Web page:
Inflation: the high flyer
Inflation grew by 0.40% points between July 2020 (12.82%) and August 2020 (13.22%). This is notably the highest recorded rate since March 2018 (13.24%).
With the drop in oil prices and the development of stringent policies (due to the COVID-19 pandemic) around the operation of several sectors in Nigeria, the country has recorded new heights in negative growth within the past months.
The rise in inflation was markedly potentiated by an increase in passenger transport by air and road, hospital services, medical services and products, maintenance services, and the repair of personal transport equipment.
Additionally, increases in the prices of bread and cereals, Potatoes, yam and other tubers, Meat, Fish, Fruits, Oils and fats and Vegetables, resulted in increased food inflation (16%) in August 2020. This is higher than the recorded rate of 15.48% in July 2020 and nearly increased by double in the past year (13.17% – Food inflation in August of 2019).
The inflation rate has been on a steady rise since January 2020 (12.1%) and this, alongside the recent increase in debt portfolio and unemployment rate exposes the economy to a recession, which experts predict will take full effect in the fourth quarter of 2020.
A Career Exodus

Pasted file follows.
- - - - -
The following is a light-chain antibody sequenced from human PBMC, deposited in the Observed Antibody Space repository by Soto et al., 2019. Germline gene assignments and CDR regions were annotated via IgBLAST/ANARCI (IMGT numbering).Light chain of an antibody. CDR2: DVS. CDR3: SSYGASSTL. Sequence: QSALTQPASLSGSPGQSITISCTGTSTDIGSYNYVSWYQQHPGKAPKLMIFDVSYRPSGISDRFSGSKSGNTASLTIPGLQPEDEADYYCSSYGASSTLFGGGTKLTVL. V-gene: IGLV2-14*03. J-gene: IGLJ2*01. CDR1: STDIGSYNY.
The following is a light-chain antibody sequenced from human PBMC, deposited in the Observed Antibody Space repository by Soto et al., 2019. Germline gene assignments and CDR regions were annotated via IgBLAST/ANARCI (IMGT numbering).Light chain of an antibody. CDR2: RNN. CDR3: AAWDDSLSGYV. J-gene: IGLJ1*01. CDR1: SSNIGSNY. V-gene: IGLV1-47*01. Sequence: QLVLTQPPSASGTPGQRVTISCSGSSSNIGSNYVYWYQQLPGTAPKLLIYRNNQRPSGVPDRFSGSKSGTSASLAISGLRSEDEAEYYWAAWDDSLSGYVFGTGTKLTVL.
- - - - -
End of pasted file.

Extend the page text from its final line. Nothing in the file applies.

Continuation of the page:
Nigeria recently stands among the 10 least desirable countries, in the world, to start a career. This ranking was estimated by CEOWorld, via an assessment of job market reliability, economic stability, entrepreneurial atmosphere, income equality, innovation, progressiveness, and a desire for adults younger than the age of 35 to live in a given country.
This follows the recent rise in the unemployment rate (at 27.1%), a number highest for individuals aged 15-34 (34.9%) and higher than the previous unemployment status report of 23.1% in 2018. Only within Q2 of 2020, unemployment rose from 29.7% to 34.9% for those between the ages of 15-34 years old.
With up to 348,000 Nigerian migrants currently in the United States of America (U.S), a 2019 study conducted by PEW Research Institute found that 45% of Nigerians reported interest to migrate in the near future for a better job and educational opportunities. In this study, 28% of Nigerians registered an interest in migrating to the U.S, 19% to a European country, and another 19% to a Middle Eastern country.
The rise in the unemployment rate could serve as a motivator for a future rise in the exodus of professionals to countries such as Canada, the U.S, and the UK.
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